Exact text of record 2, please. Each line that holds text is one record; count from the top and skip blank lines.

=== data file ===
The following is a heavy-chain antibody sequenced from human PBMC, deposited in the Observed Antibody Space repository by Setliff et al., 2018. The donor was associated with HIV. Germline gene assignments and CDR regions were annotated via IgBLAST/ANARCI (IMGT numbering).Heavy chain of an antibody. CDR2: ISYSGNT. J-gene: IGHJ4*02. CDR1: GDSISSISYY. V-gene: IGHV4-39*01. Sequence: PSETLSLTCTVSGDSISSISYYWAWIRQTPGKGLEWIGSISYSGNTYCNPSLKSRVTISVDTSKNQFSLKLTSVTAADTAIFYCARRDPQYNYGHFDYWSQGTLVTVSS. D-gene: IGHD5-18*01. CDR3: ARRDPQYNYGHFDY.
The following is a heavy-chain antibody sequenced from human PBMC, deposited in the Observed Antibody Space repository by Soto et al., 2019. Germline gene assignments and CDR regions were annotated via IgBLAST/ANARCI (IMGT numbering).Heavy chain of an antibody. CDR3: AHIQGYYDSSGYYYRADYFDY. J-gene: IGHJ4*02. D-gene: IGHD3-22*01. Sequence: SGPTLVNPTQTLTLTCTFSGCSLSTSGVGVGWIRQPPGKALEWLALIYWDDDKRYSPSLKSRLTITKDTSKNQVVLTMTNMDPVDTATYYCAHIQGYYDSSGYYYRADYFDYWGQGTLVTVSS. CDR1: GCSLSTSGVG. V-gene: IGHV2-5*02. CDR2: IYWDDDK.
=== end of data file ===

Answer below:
The following is a heavy-chain antibody sequenced from human PBMC, deposited in the Observed Antibody Space repository by Soto et al., 2019. Germline gene assignments and CDR regions were annotated via IgBLAST/ANARCI (IMGT numbering).Heavy chain of an antibody. CDR3: AHIQGYYDSSGYYYRADYFDY. J-gene: IGHJ4*02. D-gene: IGHD3-22*01. Sequence: SGPTLVNPTQTLTLTCTFSGCSLSTSGVGVGWIRQPPGKALEWLALIYWDDDKRYSPSLKSRLTITKDTSKNQVVLTMTNMDPVDTATYYCAHIQGYYDSSGYYYRADYFDYWGQGTLVTVSS. CDR1: GCSLSTSGVG. V-gene: IGHV2-5*02. CDR2: IYWDDDK.